Sometimes it gets confusing and it is a little fearful to think that you have to come for the big chunk of change and how does it work in the longplay. It does and especially that the deposit disappears right away it’s gone and no one seems to be quite clear where it’s going to resurface again. Right so if we were speaking to any buyer/seller today to make for a smooth transition what would you advise? Definitely get in contact with the lawyer, pick a lawyer take your agents recommendation early and reach out to that lawyer. The lawyer is going to have an opening letter for you and hopefully if it’s my office that you’re dealing with, we have a closing checklist really easily and comprehensively through the process. My biggest tip though would be if you were trying to buy and sell don’t try to do it all on the same day. Consider bridge financing and your agent, your mortgage person can talk to you about how that factors in. But the bottom line being: you buy before you sell and it makes for a single transaction. So your warning people that same day, ‘I close my house and move out and I move into my new house’ it doesn’t always go as beautifully as everyone would like it to go.

It surely does happen, I’m not saying that it can’t be done because it is done all the time but what ends up happening is a deal could fall apart which jeopardizes the deal on the other side but more practically speaking when the deals do come together, clients are not getting their keys for new home until very late in the day. So if you’re buying and selling same day you will not have your keys until late in the day.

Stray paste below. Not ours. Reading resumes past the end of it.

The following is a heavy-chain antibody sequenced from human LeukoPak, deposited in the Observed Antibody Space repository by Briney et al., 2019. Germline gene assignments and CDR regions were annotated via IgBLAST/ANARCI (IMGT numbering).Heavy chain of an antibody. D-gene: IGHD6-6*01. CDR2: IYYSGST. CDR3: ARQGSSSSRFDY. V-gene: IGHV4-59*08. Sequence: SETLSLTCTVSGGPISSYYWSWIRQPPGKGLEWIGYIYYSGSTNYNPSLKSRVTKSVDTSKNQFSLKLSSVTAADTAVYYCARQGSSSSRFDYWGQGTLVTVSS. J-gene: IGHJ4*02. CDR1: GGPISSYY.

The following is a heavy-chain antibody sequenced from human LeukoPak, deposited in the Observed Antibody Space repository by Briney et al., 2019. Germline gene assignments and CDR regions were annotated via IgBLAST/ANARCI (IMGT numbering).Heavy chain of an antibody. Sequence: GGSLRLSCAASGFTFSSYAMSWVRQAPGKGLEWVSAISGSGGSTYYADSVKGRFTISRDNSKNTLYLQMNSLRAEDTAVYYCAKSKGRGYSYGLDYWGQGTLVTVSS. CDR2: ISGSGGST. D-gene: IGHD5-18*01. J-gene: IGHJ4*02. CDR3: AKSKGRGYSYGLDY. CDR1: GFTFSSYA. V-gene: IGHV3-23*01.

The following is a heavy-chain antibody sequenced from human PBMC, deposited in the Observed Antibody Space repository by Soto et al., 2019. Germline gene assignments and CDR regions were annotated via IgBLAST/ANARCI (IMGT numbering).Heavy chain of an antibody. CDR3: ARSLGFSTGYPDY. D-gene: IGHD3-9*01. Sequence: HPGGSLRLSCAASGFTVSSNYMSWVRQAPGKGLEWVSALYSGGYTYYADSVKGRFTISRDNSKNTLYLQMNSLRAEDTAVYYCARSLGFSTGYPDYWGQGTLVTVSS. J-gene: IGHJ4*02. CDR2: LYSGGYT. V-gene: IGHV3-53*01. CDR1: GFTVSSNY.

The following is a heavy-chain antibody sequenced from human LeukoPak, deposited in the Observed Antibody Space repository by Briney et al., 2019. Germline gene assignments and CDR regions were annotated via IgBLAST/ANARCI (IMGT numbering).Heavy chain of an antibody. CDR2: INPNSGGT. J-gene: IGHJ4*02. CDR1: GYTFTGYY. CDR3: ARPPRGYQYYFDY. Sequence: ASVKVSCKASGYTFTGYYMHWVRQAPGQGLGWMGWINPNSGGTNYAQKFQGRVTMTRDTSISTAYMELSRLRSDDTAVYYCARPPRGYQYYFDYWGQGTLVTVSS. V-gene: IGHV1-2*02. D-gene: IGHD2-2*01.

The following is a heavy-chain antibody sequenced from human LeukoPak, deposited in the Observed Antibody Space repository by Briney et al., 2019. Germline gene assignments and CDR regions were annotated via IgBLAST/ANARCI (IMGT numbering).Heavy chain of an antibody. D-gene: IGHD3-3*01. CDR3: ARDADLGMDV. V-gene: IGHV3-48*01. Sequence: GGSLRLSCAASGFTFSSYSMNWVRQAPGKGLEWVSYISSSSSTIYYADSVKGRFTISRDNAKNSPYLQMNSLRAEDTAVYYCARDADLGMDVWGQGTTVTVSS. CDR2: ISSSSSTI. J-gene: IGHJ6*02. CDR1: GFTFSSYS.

And as an Agent I’m gonna say we can’t control when our clients get the keys. Now we do harass lawyers regularly and I get it’s always good to check with a lawyer when those keys are coming. Absolutely. On a side note we do always recommend to our clients when their meeting with you if they need to update their wills that’s a great opportunity at that time to do it and we’ve dealt with a lot of international buyers and sellers that you can easily advise on some of the tax issues there as well. If clients have a will, it’s not invalid just because its old. So what we like to do is meet with clients and go through the will and see is everyone still alive in the will? Are there instructions still the same? Powers of attorney are also important and we can talk about all of that in context of estate planning. Bigger issues I think you’re alluding to, if you have people who are living out of country and there selling property or living out of country in buying property those are all things that need to be discovered early on the process so that we can direct people accordingly.

Perfect. Well I thank you for today and I think the big takeaway here for people who don’t be scared the lawyer you’re not the dentist. We are not the dentist the sharp tools are in the drawer and that’s where they stay. You can give great advice on preparing for buying or selling right out of the gate.

So thank you so much.